Buud: Others couldn’t keep the pace, but it was really hard to follow him on the downhill, but on the flat it was no problem. I was thinking, Okay, I’ll try to survive for the road sections. When I came to that section, he let me pass him, so I tried to run a little bit better because it wasn’t so steep up and steep down. I was running maybe one or two kilometers, and then I looked back and he was gone. I don’t know if he had problems or why he didn’t follow. The pace wasn’t too high, I think, because it was slower than last year. Then I had to run by myself to the end. I was really scared. I thought how I’d been running seven hours and my finish time would be more than eight hours, and under these conditions, someone must run under eight hours.

iRunFar: So you were expecting to still see somebody.

Buud: Yes, I was. Normally, I don’t look back over my shoulder, but today I was.

iRunFar: You were looking back.

Buud: Yes, many, many times. I thought, They will come; they will come, but they never showed up.

iRunFar: Sam McKutcheon ended up finishing in third place a couple minutes behind you, but you never saw him.

Buud: No, which was good for me.

iRunFar: That’s good. All things considered, given that you had had some downtime because of injury and you had spent some of the winter cross training, are you ultimately… do you think today represented where you are?

Buud: Yes, I think I’ve been training more but less running, so I think my body is in good shape, but my legs aren’t prepared to run. So I think if I change to more running later on, I think it will be good.

iRunFar: Also given your problems with injuries you had last year, how does that stuff feel now?

Buud: Right now I don’t have any problems. I hope that will continue for me this season as well, but I think I will do some more cross training like cycling and this winter do some cross-country skiing as well and do some extra training without running. I think I need to do that even if I love to run.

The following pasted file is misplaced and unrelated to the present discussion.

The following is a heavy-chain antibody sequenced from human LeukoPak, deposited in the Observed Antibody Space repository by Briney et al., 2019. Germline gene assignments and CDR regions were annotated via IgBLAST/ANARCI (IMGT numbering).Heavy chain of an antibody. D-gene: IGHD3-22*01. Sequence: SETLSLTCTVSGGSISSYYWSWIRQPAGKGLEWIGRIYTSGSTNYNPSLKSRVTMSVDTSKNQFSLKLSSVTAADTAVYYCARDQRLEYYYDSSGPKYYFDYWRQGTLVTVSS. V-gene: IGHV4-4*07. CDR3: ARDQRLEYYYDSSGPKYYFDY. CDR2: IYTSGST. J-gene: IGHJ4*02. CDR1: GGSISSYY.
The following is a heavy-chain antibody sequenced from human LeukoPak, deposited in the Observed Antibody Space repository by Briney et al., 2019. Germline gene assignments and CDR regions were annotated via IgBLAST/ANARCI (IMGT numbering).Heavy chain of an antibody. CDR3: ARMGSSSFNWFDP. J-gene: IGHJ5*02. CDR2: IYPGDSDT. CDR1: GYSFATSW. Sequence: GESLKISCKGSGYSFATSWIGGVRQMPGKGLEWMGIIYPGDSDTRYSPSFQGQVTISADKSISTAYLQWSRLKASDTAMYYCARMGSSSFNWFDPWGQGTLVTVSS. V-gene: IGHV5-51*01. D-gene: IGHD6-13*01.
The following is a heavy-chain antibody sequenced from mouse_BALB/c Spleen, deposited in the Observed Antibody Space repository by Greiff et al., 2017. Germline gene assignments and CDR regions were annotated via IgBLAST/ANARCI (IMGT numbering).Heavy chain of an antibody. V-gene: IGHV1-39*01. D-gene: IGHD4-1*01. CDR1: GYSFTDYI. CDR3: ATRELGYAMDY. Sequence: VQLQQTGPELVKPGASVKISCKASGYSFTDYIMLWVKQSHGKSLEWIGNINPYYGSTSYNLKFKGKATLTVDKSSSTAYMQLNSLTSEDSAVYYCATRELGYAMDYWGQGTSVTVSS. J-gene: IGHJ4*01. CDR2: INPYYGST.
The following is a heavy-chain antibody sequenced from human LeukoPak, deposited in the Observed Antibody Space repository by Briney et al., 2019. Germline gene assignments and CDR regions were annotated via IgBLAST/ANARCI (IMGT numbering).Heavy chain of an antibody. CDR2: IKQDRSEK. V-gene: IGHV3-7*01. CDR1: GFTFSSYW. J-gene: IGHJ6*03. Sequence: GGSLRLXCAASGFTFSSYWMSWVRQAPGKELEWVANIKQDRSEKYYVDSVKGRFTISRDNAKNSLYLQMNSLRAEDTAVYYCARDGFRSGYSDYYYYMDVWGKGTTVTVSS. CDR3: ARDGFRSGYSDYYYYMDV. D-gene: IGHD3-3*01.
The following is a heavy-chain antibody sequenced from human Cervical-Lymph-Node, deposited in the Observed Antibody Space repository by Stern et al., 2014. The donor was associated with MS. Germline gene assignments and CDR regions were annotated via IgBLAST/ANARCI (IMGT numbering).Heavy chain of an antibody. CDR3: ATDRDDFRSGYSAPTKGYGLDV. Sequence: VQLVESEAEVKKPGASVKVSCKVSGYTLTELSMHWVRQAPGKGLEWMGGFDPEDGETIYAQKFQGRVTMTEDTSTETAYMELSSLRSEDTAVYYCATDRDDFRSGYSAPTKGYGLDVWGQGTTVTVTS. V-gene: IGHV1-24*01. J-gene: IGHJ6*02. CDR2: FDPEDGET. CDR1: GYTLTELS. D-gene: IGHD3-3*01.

iRunFar: You have Western States on your plate. I believe you also have Comrades? You’re going to try to pull that double?

Buud: I want to run Comrades, but I don’t have a coach to tell me, “Don’t run Comrades.” That would be good at this time. I want to run! I want to run! But yeah, I’m not sure, but it’s an up run at Comrades, and I really want to run an up run, but Western States is maybe a once-in-a-lifetime race. I don’t know yet, but I think it would be no Comrades, but I’m not sure.

iRunFar: You think it will be no, but there’s the temptation there talking to you a little bit?

Buud: Yes, so don’t talk to me too much about Comrades.

iRunFar: I know nothing of the race. It’s early February, and Western States is still four-ish months away. How do you foresee your training going from here to there?

Buud: I will do more long runs especially because I need those. I haven’t… for this winter, I’ve made 50k long runs maybe every second week. I think I need some more really long runs. I will be in Spain at the beginning of May for a training week, so normally it’s going to be hot—I hope—so I will try to do really long runs.

iRunFar: Do you think there’s any chance of you coming early to Western States?

Buud: I’ve already booked my flights. I’ll be there 10 days before the race.

iRunFar: Maybe go and do a little bit of running in the heat outside.

Buud: Yes, and maybe go and run some parts of the course also. It’s not so easy to run in the middle, but maybe the first and last parts.

iRunFar: Congratulations on your second-place finish today. We’ll probably be seeing you on the starting line at Western States in a couple months’ time. Congrats again!

Buud: Thanks.

Meghan Hicks

Meghan Hicks is the Editor-in-Chief of iRunFar. She’s been running since she was 13 years old, and writing and editing about the sport for around 15 years. She served as iRunFar’s Managing Editor from 2013 through mid-2023, when she stepped into the role of Editor-in-Chief. Aside from iRunFar, Meghan has worked in communications and education in several of America’s national parks, was a contributing editor for Trail Runner magazine, and served as a columnist at Marathon & Beyond. She’s the co-author of Where the Road Ends: A Guide to Trail Running with Bryon Powell. She won the 2013 Marathon des Sables, finished on the podium of the Hardrock 100 Mile in 2021, and has previously set fastest known times on the Nolan’s 14 mountain running route in 2016 and 2020. Based part-time in Moab, Utah and Silverton, Colorado, Meghan also enjoys reading, biking, backpacking, and watching sunsets.